Have you ever injured your back and had physical therapy to get better? Because it works the same way for your horse.
That’s the finding of Margaret Freeman, an S-level dressage judge, lifelong horsewoman and Associate Editor of Horse Journal who is currently competing at the FEI level with her Friesan cross, Windy.
Here Margaret shares with us some great insights from a recent clinic with Dr. Hilary Clayton, a dressage competitor and a renowned veterinarian and researcher:
Last weekend I listened to equine biomechanics expert Dr. Hilary Clayton describe the physiology of the horse’s back at Dressage4Kids’ annual Weekend Educational Program held each winter in Connecticut. Clayton related some of the exercises she recommends to stabilize the horse’s back, and she compared them to the exercises recommended for human physical therapy when people have a sore back.
I recognized the physical therapy exercises she described right away. I developed back issues a decade ago when I stepped in a snow-covered hole while carrying my Corgi (she had been nose-to-nose with an opossum in the back yard – picking her up and fleeing seemed the best policy at the time).
I can still hear the pop in my back when it happened, and I knew right away that I had done real damage. I spent several months doing PT, and I have numerous pamphlets with back exercises, not to mention CDs of Pilates that I should be doing.
Well, this week I hauled the Pilates mat and exercise diagrams back out because I hurt my back again. I kept wondering if the carrot exercises that Dr. Clayton recommended for horses might somehow apply to me. Maybe dangling a Hershey’s Kiss out in front of my nose might motivate me to be as dedicated to my own physical well being as I am to my mare’s.
This time there was no obvious moment of trauma. I woke up feeling great, no overnight soreness anywhere, and the scale reported that I was at my lowest weight in a year. I spent half an hour at my computer and suddenly I couldn’t straighten up. I could walk fine, but I couldn’t sit in a chair without real pain.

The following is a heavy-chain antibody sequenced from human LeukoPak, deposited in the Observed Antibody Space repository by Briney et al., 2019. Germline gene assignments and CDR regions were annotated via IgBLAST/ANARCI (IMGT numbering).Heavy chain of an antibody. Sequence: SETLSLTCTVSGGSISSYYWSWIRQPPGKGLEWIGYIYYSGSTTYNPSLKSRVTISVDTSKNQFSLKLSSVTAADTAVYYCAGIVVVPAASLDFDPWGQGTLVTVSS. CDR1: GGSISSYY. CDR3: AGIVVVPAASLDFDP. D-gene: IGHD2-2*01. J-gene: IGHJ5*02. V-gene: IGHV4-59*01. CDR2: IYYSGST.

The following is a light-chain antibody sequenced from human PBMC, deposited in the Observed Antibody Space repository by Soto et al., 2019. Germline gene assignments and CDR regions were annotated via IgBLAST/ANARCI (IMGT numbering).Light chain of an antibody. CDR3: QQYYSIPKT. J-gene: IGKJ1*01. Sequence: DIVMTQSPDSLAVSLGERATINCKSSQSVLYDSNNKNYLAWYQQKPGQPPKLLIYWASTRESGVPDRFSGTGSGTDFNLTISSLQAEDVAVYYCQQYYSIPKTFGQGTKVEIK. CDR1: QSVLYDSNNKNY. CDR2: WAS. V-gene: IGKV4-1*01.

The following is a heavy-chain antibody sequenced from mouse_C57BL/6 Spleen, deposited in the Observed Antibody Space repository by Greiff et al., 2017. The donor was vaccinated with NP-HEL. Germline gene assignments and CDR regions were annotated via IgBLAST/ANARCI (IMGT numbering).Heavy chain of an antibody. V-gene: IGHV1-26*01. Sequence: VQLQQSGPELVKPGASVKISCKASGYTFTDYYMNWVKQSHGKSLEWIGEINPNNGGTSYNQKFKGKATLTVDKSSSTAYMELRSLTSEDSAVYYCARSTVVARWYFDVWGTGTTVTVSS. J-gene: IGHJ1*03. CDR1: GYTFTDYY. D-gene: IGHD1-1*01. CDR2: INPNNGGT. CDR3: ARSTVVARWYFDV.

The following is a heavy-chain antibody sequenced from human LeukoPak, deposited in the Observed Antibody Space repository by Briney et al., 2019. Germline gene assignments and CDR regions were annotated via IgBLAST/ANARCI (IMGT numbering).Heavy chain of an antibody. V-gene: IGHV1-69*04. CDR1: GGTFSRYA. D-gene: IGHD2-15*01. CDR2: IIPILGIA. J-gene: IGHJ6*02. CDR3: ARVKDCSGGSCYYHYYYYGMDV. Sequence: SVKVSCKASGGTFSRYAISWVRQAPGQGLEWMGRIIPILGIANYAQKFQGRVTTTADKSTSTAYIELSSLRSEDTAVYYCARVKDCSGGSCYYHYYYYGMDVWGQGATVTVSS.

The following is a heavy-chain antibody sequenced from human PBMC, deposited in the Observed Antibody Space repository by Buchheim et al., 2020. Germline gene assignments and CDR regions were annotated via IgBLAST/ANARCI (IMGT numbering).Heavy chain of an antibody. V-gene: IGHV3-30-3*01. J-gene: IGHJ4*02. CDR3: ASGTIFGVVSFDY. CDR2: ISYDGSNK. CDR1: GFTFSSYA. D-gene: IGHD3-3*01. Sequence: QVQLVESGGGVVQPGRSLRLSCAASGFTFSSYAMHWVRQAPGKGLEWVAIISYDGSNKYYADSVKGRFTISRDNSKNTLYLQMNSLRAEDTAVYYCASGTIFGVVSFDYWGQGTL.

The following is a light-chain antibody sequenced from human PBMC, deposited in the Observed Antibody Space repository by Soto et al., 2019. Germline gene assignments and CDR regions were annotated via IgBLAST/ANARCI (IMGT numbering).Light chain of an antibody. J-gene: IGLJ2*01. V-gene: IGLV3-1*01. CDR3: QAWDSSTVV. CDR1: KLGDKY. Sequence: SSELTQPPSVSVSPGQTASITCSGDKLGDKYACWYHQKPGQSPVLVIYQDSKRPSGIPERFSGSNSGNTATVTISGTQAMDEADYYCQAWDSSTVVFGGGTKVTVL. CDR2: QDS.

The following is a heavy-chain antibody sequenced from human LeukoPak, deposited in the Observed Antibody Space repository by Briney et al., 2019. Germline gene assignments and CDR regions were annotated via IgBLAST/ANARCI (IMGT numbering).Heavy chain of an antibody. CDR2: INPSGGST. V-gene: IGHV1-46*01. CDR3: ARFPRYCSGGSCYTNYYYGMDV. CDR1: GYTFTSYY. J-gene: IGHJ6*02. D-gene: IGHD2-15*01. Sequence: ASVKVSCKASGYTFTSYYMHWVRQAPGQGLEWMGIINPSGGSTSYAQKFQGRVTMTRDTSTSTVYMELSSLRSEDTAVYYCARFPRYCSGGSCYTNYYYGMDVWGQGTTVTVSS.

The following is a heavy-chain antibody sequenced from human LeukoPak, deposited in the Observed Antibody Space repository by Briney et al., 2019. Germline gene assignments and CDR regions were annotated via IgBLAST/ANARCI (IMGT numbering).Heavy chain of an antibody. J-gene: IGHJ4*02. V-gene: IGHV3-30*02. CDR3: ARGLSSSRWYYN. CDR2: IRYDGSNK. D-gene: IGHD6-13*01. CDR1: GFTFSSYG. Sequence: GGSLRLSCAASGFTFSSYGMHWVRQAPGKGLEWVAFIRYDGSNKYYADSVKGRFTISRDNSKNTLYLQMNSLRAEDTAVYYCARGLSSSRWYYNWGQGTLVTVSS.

I was able to drive okay, getting to the barn where I hoped some walking and cantering on my mare would loosen my back. It was a dumb idea, and of course it didn’t work. The only position in the saddle that I could tolerate was to lean back well past the vertical at the walk. As I played around with various body positions, I figured out what hurt me was to constantly lean forward toward the computer monitor. When I wore my glasses (!) and leaned backward into my chair, I could keep from hurting while working, at least for short stretches – finally a good excuse not to get all my work done.
I checked in with my doctor, went back to all the protocols I already knew, and four days later I was able to do posting trot and canter again, but I’m going to take it easy for awhile. And keep on with the exercises. Now, if I could follow a trail of M and M’s across my family room rug the way Miss Amanda Jane Freeman (the full name and title of my Corgi, used only when she’s naughty, such as trying to take out a possum) follows Cheerios that hit the floor, or the way my mare reaches for carrots, I know I could keep up the good work.
Actually this is probably good news for my trainer Jess, who always needs some fresh idea to click into my brain to get my head up and shoulders back. All she’ll have to say now is “Protect Your Back!” and I’ll be upright again.